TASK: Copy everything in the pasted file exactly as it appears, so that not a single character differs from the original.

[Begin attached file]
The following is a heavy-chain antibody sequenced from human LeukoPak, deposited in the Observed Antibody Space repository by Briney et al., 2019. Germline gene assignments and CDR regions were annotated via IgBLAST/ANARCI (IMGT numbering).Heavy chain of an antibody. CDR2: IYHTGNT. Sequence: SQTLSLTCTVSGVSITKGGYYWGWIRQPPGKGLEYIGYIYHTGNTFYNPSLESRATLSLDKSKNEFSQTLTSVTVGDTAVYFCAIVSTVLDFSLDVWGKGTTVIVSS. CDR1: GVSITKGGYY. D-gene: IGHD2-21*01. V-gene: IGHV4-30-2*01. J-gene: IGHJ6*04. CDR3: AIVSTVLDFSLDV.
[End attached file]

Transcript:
The following is a heavy-chain antibody sequenced from human LeukoPak, deposited in the Observed Antibody Space repository by Briney et al., 2019. Germline gene assignments and CDR regions were annotated via IgBLAST/ANARCI (IMGT numbering).Heavy chain of an antibody. CDR2: IYHTGNT. Sequence: SQTLSLTCTVSGVSITKGGYYWGWIRQPPGKGLEYIGYIYHTGNTFYNPSLESRATLSLDKSKNEFSQTLTSVTVGDTAVYFCAIVSTVLDFSLDVWGKGTTVIVSS. CDR1: GVSITKGGYY. D-gene: IGHD2-21*01. V-gene: IGHV4-30-2*01. J-gene: IGHJ6*04. CDR3: AIVSTVLDFSLDV.